Matt’s biological mother, Debra Long, testified before the grand jury.
    
Matt, 33, is not one of the victims in the grand jury presentment, but he did testify before the grand jury.

A lot of people involved in this case seem to have been afraid of making the University and the football team look bad.

The travesty and tragedy of botched attempts to investigate Jerry Sandusky began in 1998.
    
Though the grand jury indictment includes four previous victims, an 11-year old boy in 1998 was the first to come forward. He is called Victim Six in the grand jury presentment.
    
The boy told police that Sandusky had showered naked with him. A second boy was in the showers at the time, but did not testify before the grand jury.

Then-Centre County District Attorney Ray Gricar set up a sting in the mother’s home. Sandusky had requested to meet with the mom, and Gricar had officers hide in another room and listen to their conversation.
    
One of those officers was Detective Ron Schreffler, the lead investigator in the case.

Investigator Jerry Lauro said this week he didn’t feel there was enough evidence for abuse charges solely based on interviews with the boys.
    
“At that time, the information that we had wasn’t sufficient enough to substantiate a case,” Lauro said. “I don’t want [the mother)] to think we didn’t believe their kid back then. We did, but we didn’t have enough.”
    
Lauro said Schreffler never told him the details of Sandusky’s confession at the victim’s house.
    
“I remember my last conversation with him concerning him hiding in that room,” Lauro said. “He didn’t tell me details. All he said was, ‘There’s nothing to it — we’re going to close our case.’ And I said, ‘That’s fine, I’m going to close my case, too.”
    
They never had another call regarding Sandusky, Lauro said.
    
Gricar disappeared suddenly in 2005. He remained missing and was declared dead earlier this year. Tony Gricar, family spokesman, said his uncle had developed a “bitter taste” for the football program and Paterno.

What we have here is a sytemic failure of truly epic proportions.  People connected with the Penn State’s athletic department, up to and including legendary coach Joe Paterno, were more concerned about the football program than they were with the fact that a monster with free access to university facilities was systematically destroying young lives for his perverted sexual gratification.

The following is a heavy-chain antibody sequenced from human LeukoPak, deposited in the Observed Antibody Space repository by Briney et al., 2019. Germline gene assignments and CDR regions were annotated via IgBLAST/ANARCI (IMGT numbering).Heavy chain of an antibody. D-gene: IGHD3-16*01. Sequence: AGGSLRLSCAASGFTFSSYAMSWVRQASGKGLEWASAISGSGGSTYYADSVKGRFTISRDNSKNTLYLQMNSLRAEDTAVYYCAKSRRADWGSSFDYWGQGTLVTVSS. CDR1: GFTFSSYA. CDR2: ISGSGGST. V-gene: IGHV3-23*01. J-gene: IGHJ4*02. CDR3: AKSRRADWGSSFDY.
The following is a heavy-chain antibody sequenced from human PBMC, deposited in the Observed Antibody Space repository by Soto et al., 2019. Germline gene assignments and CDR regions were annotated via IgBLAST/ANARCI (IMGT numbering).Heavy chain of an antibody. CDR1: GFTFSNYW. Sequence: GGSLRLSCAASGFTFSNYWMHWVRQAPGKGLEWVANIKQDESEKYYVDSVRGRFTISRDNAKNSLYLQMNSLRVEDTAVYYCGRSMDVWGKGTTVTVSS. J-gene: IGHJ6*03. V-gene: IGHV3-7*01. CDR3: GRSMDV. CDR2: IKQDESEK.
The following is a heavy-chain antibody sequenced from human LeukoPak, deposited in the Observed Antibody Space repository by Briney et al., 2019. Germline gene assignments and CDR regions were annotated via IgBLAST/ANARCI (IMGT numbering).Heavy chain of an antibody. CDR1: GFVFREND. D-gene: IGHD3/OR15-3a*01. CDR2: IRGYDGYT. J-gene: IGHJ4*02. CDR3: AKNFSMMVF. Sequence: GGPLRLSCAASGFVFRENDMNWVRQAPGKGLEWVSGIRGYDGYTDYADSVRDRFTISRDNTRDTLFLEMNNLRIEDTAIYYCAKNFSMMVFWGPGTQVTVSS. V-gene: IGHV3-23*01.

Does anyone at the University understand what’s happened?  The Board of Trustees seems to grasp the situation.

Penn State football coach Joe Paterno has been forced to resign immediately and will not coach another game, the Board of Trustees announced after Wednesday night’s meeting at the Penn Stater Hotel.

John P. Surma, Vice Chairman of the Board of Trustees, made the announcement at a press conference following the meeting.

Paterno was notified of the move over the phone earlier this evening.

In the end, Paterno and Graham Spanier simply couldn’t escape the firestorm that has enveloped Penn State in the wake of the Jerry Sandusky child sex abuse scandal.

The university’s board of trustees voted unanimously Wednesday night to fire Paterno, just hours after the 84-year-old football coach announced he would retire at the end of the season. The board also forced out Spanier, the long-term university president, with another unanimous vote.

 On the other hand, these PSU students don’t understand it.

After top Penn State officials announced that they had fired Joe Paterno on Wednesday night, thousands of students stormed the downtown area to display their anger and frustration, chanting the former coach’s name, tearing down light poles and overturning a television news van parked along College Avenue.

The demonstrators congregated outside Penn State’s administration building before stampeding into the tight grid of downtown streets. They turned their ire on a news van, a symbolic gesture that expressed a view held by many: that the news media had exaggerated Mr. Paterno’s role in the scandal surrounding accusations that a former assistant coach, Jerry Sandusky, sexually assaulted young boys.

At all.

“I think the point people are trying to make is the media is responsible for JoePa going down,” said a freshman, Mike Clark, 18, adding that he believed that Mr. Paterno had met his legal and moral responsibilities by telling university authorities about an accusation that Mr. Sandusky assaulted a boy in a university shower in 2002.

“Mr. Paterno had met his legal and moral responsibilities?”  Really?  Jim Rome begs to differ.  At just about any other college in America, the football coach works for the athletic director.  Joe Paterno, on the other hand, works for nobody at all.

Jerry Sandusky, a former assistant coach and player to Joe Paterno is charged with molesting 8 boys and 2 school administrators have been charged with covering up at least one incident and have already left their jobs. Meanwhile, the sport’s all-time winningest coach, one of sport’s most respected leaders and someone known as much for his integrity as his wins, was content to simply report the incident to his boss and just keep moving. One problem: you’re Joe Paterno. You are the boss. You don’t work for A.D. Tim Curley, he works for you. You are that Athletic Department: everyone works for you and at that time, you remained one of the more powerful men in the entire state.

At least one Penn State student gets it a lot more than you and I ever will.

In a parallel universe, going to class might be a nice distraction, to get her mind off the chaos surrounding the arrest of the man accused of molesting her brother.
   
But not as a junior at Penn State, where students are making jokes about being “Sanduskied.”

“I can’t escape it,” said the junior, whose brother was allegedly molested in a shower by former assistant football coach Jerry Sandusky when he was 11.
   
“I’ve been going to minimal classes, because every class I go to I get sick to my stomach. People are making jokes about it. I understand they don’t know I’m involved and it was my brother, but it’s still really hard to swallow that.”